I dated this guy once who refused to play video games on anything less than the hardest difficulty. He would play through the same part of the game over and over and over again (I’m talking 50+ times), getting increasingly frustrated. When it got to be too much, he would throw down his controller and stomp off in a huff, like the game had set out to destroy him, and it was working.
“Why don’t you change the difficulty?” I would ask. Back then, I insisted that I was fine just watching, when really I wanted him to go out somewhere for several hours and let me have the controller for once.
“Becaaaaause,” he would reply huffily, “I want an actual challenge.”
And so, I would continue watching this cycle for hours, waiting for the inevitable aneurism.
People play video games for a variety of reasons. Some people play because it’s a fun activity with friends or family members. Others just like to immerse themselves into a different world for a while. Some people like the challenge and the bragging rights of finishing. And others use video games to fight the stress of their own lives.
Your reason might be a combination of these things or something else entirely. And here’s the thing: All of those reasons are of equal importance. You’re a video game consumer. You paid money, and you get to have the experience you want with it. Playing at the highest challenge level isn’t right for everyone because not everybody is looking for a game to melt their eyeballs and make their brains explode. Some people just want to stare at a screen and do a thing and not have to think that hard. AND THAT’S FINE.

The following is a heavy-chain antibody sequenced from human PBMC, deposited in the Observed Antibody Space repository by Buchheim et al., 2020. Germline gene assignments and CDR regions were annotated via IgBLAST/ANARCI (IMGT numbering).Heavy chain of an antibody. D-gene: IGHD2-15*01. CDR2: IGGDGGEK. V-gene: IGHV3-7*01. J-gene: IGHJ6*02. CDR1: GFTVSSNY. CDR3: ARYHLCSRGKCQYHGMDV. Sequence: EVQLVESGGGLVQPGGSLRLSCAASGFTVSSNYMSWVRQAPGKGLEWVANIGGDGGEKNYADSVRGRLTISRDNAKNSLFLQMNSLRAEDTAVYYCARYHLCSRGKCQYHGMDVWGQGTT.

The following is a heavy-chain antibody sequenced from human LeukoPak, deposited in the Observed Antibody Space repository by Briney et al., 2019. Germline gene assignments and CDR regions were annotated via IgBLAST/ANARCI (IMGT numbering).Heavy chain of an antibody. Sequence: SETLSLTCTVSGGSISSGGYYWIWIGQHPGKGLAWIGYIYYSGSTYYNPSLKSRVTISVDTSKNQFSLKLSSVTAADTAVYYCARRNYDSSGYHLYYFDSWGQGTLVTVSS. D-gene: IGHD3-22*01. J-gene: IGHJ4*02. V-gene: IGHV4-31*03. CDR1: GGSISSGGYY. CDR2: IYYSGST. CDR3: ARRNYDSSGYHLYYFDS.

I play most games on Normal (when applicable) because, quite frankly, I want to see what’s next. I don’t enjoy performing the same challenges again and again WITH A FEW EXCEPTIONS.
This because I could ride around on the Spinner ALL DAY.
And that’s it. Never mind. I meant ONE EXCEPTION.
Full disclosure: I played Dragon Age Inquisition on the easiest setting because I wanted to know how it ended, and it wasn’t moving fast enough for me on Normal. Eventually, I might go back and turn up the difficulty level and enjoy a bigger challenge, but for now, I know how DAI ended, and I’m fine with myself.
Bottom line? There’s no shame in being all, “FUCK THIS SHIT” and giving yourself a break. This has been a public service announcement from years of therapy. <3